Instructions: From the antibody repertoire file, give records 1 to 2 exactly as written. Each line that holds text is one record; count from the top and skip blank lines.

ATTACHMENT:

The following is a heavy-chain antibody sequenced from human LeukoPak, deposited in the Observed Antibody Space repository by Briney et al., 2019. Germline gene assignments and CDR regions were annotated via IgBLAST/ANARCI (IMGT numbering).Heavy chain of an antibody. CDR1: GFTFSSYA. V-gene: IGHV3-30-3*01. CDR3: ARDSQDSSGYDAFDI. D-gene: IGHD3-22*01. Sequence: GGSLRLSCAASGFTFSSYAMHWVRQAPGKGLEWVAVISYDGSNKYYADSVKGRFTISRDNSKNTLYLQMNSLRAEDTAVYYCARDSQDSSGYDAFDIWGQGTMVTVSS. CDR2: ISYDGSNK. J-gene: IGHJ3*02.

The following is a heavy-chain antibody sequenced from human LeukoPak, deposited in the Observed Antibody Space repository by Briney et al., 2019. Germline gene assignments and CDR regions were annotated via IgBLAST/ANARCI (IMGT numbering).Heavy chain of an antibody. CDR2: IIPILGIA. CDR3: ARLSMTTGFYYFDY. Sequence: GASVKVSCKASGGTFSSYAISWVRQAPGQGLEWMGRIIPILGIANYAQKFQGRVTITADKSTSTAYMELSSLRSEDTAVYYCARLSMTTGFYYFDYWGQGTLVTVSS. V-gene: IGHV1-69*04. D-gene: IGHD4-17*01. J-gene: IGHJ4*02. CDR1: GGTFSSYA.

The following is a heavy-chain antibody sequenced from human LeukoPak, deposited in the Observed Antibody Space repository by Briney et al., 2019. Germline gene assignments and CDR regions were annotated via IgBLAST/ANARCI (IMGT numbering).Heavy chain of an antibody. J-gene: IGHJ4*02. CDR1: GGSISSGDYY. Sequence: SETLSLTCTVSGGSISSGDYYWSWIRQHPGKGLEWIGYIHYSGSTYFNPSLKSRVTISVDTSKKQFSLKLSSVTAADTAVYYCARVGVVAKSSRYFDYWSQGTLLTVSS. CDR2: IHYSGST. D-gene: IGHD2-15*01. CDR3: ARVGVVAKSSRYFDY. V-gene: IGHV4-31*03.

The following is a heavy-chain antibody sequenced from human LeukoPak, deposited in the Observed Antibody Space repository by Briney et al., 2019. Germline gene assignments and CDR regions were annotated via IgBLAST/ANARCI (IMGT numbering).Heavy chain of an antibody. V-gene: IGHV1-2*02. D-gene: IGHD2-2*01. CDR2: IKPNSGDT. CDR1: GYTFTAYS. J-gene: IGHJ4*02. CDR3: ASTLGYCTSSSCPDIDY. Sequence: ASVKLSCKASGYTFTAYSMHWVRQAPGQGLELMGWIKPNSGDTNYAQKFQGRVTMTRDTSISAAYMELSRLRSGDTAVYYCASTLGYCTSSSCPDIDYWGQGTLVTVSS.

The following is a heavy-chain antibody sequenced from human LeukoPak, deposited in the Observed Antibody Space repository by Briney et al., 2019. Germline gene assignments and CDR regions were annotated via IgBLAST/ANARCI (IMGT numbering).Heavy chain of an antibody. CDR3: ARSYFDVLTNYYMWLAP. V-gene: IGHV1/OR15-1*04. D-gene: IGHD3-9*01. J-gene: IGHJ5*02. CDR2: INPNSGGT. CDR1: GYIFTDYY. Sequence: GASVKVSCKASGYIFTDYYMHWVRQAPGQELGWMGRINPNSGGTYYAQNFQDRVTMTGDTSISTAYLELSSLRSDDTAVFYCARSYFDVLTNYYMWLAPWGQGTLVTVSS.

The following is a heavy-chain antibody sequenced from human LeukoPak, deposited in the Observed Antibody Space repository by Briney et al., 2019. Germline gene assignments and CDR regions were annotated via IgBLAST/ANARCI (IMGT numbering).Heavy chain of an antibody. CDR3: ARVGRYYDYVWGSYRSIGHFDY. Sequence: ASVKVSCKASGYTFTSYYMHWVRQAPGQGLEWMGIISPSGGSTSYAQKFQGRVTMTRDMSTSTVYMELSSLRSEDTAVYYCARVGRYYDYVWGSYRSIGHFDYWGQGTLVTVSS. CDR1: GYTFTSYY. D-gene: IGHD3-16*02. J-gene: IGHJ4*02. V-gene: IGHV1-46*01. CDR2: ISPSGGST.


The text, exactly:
The following is a heavy-chain antibody sequenced from human LeukoPak, deposited in the Observed Antibody Space repository by Briney et al., 2019. Germline gene assignments and CDR regions were annotated via IgBLAST/ANARCI (IMGT numbering).Heavy chain of an antibody. CDR1: GFTFSSYA. V-gene: IGHV3-30-3*01. CDR3: ARDSQDSSGYDAFDI. D-gene: IGHD3-22*01. Sequence: GGSLRLSCAASGFTFSSYAMHWVRQAPGKGLEWVAVISYDGSNKYYADSVKGRFTISRDNSKNTLYLQMNSLRAEDTAVYYCARDSQDSSGYDAFDIWGQGTMVTVSS. CDR2: ISYDGSNK. J-gene: IGHJ3*02.

The following is a heavy-chain antibody sequenced from human LeukoPak, deposited in the Observed Antibody Space repository by Briney et al., 2019. Germline gene assignments and CDR regions were annotated via IgBLAST/ANARCI (IMGT numbering).Heavy chain of an antibody. CDR2: IIPILGIA. CDR3: ARLSMTTGFYYFDY. Sequence: GASVKVSCKASGGTFSSYAISWVRQAPGQGLEWMGRIIPILGIANYAQKFQGRVTITADKSTSTAYMELSSLRSEDTAVYYCARLSMTTGFYYFDYWGQGTLVTVSS. V-gene: IGHV1-69*04. D-gene: IGHD4-17*01. J-gene: IGHJ4*02. CDR1: GGTFSSYA.